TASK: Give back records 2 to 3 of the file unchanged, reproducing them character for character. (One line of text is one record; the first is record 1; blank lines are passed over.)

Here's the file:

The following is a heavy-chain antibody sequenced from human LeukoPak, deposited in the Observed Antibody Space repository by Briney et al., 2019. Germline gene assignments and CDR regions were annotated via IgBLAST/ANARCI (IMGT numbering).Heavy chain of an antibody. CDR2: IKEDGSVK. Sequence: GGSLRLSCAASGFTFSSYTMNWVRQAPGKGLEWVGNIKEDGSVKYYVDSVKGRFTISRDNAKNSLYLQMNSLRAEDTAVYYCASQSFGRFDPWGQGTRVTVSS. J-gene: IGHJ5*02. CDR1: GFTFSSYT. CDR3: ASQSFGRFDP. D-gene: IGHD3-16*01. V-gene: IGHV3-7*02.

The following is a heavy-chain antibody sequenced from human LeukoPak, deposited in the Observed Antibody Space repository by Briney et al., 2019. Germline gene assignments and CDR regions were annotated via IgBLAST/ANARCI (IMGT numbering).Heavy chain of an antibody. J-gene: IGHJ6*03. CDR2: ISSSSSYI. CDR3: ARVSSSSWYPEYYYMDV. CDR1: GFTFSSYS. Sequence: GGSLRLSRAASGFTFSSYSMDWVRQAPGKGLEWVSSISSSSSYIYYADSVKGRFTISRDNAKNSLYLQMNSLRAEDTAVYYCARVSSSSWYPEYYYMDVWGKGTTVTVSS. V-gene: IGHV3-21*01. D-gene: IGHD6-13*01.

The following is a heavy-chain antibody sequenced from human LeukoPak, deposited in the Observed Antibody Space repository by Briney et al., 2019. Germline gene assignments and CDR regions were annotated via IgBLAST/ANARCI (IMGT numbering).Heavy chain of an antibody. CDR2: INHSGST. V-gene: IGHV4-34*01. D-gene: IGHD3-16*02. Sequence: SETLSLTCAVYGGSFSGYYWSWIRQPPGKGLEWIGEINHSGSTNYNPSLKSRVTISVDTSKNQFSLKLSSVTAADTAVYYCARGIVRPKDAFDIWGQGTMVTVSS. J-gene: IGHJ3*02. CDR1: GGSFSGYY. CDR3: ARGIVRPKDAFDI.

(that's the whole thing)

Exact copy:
The following is a heavy-chain antibody sequenced from human LeukoPak, deposited in the Observed Antibody Space repository by Briney et al., 2019. Germline gene assignments and CDR regions were annotated via IgBLAST/ANARCI (IMGT numbering).Heavy chain of an antibody. J-gene: IGHJ6*03. CDR2: ISSSSSYI. CDR3: ARVSSSSWYPEYYYMDV. CDR1: GFTFSSYS. Sequence: GGSLRLSRAASGFTFSSYSMDWVRQAPGKGLEWVSSISSSSSYIYYADSVKGRFTISRDNAKNSLYLQMNSLRAEDTAVYYCARVSSSSWYPEYYYMDVWGKGTTVTVSS. V-gene: IGHV3-21*01. D-gene: IGHD6-13*01.

The following is a heavy-chain antibody sequenced from human LeukoPak, deposited in the Observed Antibody Space repository by Briney et al., 2019. Germline gene assignments and CDR regions were annotated via IgBLAST/ANARCI (IMGT numbering).Heavy chain of an antibody. CDR2: INHSGST. V-gene: IGHV4-34*01. D-gene: IGHD3-16*02. Sequence: SETLSLTCAVYGGSFSGYYWSWIRQPPGKGLEWIGEINHSGSTNYNPSLKSRVTISVDTSKNQFSLKLSSVTAADTAVYYCARGIVRPKDAFDIWGQGTMVTVSS. J-gene: IGHJ3*02. CDR1: GGSFSGYY. CDR3: ARGIVRPKDAFDI.